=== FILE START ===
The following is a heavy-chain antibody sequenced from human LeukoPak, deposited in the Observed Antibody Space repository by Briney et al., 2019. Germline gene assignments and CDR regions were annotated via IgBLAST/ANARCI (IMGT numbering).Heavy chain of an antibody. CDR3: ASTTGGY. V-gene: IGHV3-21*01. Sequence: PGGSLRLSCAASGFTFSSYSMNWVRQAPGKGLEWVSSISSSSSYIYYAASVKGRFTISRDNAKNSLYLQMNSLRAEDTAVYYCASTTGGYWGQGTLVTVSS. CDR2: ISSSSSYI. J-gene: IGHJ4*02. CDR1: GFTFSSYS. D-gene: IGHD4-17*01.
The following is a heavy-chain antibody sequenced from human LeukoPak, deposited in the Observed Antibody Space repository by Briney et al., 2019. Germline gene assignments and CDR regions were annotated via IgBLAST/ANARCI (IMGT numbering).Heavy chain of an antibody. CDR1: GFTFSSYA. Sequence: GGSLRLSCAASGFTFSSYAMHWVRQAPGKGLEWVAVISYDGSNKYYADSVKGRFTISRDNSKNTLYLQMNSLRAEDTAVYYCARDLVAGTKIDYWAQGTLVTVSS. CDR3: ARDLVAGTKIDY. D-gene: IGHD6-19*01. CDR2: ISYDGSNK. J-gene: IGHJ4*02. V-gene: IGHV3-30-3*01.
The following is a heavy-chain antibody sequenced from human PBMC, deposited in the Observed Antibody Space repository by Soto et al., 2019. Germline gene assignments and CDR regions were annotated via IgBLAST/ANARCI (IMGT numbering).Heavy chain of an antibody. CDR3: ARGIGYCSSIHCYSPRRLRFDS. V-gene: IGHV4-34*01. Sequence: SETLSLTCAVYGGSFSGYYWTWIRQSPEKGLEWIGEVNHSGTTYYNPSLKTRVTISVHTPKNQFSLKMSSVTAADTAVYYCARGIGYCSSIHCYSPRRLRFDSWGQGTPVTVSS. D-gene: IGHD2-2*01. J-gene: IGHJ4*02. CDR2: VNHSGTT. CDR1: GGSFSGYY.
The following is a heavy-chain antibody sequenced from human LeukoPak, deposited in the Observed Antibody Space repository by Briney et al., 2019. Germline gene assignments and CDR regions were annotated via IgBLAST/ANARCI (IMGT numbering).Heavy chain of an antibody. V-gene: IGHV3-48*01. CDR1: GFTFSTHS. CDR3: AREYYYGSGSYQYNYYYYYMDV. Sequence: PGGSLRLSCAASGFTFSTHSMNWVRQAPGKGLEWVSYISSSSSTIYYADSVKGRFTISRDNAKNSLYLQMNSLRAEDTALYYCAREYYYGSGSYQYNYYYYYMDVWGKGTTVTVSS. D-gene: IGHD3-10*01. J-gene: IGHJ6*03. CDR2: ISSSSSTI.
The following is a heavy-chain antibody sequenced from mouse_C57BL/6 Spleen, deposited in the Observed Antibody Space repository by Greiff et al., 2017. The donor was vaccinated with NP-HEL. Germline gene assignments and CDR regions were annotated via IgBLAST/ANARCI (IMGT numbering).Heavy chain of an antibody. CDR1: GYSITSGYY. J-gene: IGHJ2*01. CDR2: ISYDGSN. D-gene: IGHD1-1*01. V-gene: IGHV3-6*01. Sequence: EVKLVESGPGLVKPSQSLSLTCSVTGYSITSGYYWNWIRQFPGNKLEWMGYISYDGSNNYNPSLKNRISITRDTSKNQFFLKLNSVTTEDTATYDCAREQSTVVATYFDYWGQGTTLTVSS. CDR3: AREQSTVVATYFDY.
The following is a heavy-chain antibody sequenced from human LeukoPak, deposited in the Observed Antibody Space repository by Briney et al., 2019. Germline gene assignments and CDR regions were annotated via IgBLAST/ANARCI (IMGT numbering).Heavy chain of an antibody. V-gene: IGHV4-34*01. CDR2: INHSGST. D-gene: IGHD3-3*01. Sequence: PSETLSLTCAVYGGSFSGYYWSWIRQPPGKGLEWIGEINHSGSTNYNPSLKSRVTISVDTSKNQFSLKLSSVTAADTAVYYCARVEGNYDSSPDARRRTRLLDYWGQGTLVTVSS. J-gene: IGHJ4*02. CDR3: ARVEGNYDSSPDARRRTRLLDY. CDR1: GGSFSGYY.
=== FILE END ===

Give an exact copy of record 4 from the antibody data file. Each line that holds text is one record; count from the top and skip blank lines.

The following is a heavy-chain antibody sequenced from human LeukoPak, deposited in the Observed Antibody Space repository by Briney et al., 2019. Germline gene assignments and CDR regions were annotated via IgBLAST/ANARCI (IMGT numbering).Heavy chain of an antibody. V-gene: IGHV3-48*01. CDR1: GFTFSTHS. CDR3: AREYYYGSGSYQYNYYYYYMDV. Sequence: PGGSLRLSCAASGFTFSTHSMNWVRQAPGKGLEWVSYISSSSSTIYYADSVKGRFTISRDNAKNSLYLQMNSLRAEDTALYYCAREYYYGSGSYQYNYYYYYMDVWGKGTTVTVSS. D-gene: IGHD3-10*01. J-gene: IGHJ6*03. CDR2: ISSSSSTI.